4. The device defined in claim 1, 2 or 3 wherein said piston and said cylinder define with each other a normally pressurized chamber holding said pressure sleeve retracted with reference to said gripper rod.
5. The device defined in claim 4 wherein said cylinder is provided with a first port opening into said normally pressurized chamber and with a second port opening into said cylinder at a location separated by said piston from said normally pressurized chamber, said ports being alternately connectable to said source by said valve means.
6. The device defined in claim 5 wherein said first port is located at a rear wall of said cylinder and said second port is laterally disposed in an intermediate area of said tubular assembly.
7. The device defined in claim 4, further comprising biasing means independent of said source tending to retract said pressure element with reference to said gripper element.
8. The device defined in claim 7 wherein said biasing means comprises a spring in said normally pressurized chamber.
9. The device defined in claim 1, further comprising sensing means on said unlatching means and control means responsive to said sensing means for operating said valve means to limit the hydraulic pressure of said actuating means upon a predetermined repression of said thrust member by said pressure element.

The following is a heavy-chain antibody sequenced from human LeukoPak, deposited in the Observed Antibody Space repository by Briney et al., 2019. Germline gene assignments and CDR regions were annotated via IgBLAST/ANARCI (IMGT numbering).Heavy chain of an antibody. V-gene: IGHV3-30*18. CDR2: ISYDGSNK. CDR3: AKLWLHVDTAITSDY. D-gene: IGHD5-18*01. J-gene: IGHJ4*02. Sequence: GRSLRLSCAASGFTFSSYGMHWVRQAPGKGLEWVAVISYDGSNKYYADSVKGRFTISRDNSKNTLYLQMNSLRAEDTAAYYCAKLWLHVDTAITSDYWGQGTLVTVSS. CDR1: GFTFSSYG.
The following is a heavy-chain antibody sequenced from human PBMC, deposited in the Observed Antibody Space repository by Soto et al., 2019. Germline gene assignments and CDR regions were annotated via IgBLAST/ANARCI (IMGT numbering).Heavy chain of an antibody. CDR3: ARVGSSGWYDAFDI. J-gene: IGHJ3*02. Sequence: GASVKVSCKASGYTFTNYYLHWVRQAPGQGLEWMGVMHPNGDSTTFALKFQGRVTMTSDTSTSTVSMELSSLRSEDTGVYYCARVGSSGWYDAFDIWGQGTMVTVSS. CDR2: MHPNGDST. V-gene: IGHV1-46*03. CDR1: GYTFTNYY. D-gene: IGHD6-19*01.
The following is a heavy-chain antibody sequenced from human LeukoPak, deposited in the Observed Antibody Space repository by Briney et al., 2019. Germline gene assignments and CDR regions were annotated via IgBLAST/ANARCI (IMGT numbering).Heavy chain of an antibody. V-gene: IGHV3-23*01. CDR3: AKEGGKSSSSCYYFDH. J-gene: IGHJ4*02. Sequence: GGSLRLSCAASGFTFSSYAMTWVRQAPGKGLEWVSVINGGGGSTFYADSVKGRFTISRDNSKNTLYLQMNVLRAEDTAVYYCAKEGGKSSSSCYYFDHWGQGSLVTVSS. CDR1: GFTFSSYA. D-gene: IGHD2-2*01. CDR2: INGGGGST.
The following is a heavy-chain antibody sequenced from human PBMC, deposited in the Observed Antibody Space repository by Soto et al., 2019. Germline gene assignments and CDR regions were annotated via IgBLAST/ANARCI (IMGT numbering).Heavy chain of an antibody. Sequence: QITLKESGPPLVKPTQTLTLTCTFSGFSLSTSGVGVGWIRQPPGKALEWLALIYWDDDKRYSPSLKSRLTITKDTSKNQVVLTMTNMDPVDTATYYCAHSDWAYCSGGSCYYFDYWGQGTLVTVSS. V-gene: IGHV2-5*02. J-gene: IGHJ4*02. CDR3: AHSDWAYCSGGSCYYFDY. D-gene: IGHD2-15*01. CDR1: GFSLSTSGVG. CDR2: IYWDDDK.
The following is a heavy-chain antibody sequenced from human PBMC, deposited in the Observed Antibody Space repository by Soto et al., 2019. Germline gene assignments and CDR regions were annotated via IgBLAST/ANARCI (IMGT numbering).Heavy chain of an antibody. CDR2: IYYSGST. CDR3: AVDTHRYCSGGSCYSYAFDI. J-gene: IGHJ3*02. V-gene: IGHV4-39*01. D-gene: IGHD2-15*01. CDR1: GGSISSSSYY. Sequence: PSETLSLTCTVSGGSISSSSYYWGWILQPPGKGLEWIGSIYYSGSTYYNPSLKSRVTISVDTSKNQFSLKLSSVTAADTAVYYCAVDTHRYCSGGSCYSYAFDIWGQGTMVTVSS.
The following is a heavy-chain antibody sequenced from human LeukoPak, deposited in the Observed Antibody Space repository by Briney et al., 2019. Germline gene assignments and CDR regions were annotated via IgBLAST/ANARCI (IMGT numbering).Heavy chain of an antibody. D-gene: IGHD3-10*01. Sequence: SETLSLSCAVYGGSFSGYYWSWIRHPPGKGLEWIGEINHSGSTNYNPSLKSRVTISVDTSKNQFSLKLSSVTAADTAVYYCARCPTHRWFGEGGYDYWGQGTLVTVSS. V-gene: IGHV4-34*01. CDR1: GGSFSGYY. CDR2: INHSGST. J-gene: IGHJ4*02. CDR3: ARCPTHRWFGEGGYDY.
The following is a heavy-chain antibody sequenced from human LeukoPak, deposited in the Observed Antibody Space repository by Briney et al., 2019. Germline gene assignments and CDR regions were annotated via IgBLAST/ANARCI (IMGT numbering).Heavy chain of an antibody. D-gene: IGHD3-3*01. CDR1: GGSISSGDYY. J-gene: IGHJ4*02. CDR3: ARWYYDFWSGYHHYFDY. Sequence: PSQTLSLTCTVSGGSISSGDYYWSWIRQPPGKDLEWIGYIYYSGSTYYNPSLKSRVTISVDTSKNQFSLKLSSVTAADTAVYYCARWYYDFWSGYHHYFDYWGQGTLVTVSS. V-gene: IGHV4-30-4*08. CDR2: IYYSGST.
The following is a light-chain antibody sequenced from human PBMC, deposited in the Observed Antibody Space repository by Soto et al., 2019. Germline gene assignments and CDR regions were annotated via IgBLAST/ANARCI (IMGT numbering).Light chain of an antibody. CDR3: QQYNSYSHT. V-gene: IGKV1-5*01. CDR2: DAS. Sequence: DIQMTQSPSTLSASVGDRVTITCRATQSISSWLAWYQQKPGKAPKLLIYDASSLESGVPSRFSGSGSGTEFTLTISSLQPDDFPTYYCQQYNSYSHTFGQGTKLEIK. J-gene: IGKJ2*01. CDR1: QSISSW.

This is a continuation-in-part of our copending application Ser. No. 869,173 filed Jan. 13, 1978 and now abandoned.
Our present invention relates to a device for the removal of a heavy-duty door, such as that of a coking chamber, from a door frame to which the door is normally secured by a frame-engaging latch arm swingable about a horizontal pivot stud.
Doors of the type herein contemplated, such as those used on coke ovens, are removable from their door frames to facilitate the emptying of the corresponding coking chambers, e.g. as described in commonly owned patent application Ser. No. 651,777 filed Jan. 23, 1976 by one of us, Karl Gregor, jointly with Kurt Asmus, now U.S. Pat. No. 4,153,515. After the door and its frame have been separately cleaned, the door-removal device is operated in reverse to re-emplace the door on the frame to which it is then again latched.